• April 2014 – Making a bug hotel.
  • June 2016 – Insect Wing Study notebook page. Insect nature study and nature journal ideas.
  • September 2016 – Insect home study ideas. Gall dweller nature study. Insect study grid. Insect coloring page.

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More Links: Firefly Watch and Mosquitoes

Tricia shared a link that relates to the Summer Series of Outdoor Hour Challenges. Thanks Tricia!

Firefly Watch

Here is another opportunity to participate in a nature study related science project. Easy and fun…too bad we don’t have fireflies here to observe. 🙁

Lisa shared this link to some macro photos of mosquitoes being hatched:
Mosquitoes Emerging


Enjoy the links.

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OHC Summer Series #1: Mosquitoes and World of Smell


Outdoor Hour Challenge Summer Mosquito Nature Study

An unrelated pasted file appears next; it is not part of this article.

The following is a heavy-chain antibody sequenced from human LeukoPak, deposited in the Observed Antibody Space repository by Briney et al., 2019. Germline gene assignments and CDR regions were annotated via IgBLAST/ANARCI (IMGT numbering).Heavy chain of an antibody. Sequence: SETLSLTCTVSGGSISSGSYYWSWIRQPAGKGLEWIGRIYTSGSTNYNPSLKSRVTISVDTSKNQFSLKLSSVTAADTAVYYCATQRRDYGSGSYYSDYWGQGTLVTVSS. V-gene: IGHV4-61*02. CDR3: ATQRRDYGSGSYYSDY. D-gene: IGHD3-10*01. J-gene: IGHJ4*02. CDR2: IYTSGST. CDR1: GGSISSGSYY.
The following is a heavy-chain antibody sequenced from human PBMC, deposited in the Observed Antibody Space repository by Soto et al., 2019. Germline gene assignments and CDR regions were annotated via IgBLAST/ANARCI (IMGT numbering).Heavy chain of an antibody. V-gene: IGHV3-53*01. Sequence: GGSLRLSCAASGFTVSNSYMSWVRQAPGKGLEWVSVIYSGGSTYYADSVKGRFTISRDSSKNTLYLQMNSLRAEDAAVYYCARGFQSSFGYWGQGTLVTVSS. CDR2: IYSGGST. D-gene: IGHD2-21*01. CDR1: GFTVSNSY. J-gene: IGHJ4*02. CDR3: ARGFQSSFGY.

Outdoor Hour Challenges

Summer Series #1 Mosquitoes and World of Smell

Train Your Senses

  • Sight: Begin to learn how long it takes for your eyes to adjust as the evening gets darker. Use your sense of sight to observe mosquitoes or mosquito larvae. Can you observe any birds or bats eating mosquitoes?
  • Smell: Sit quietly in your yard, perhaps at different times of day, observing any smells of summer that you can recognize. Can you smell more at night when your other senses are not as useful? Can you smell more on a damp night or a dry night? Does a certain smell bring back a memory?
  • Hearing: Can you hear any mosquitoes or other insects buzzing?

Inside Preparation Work: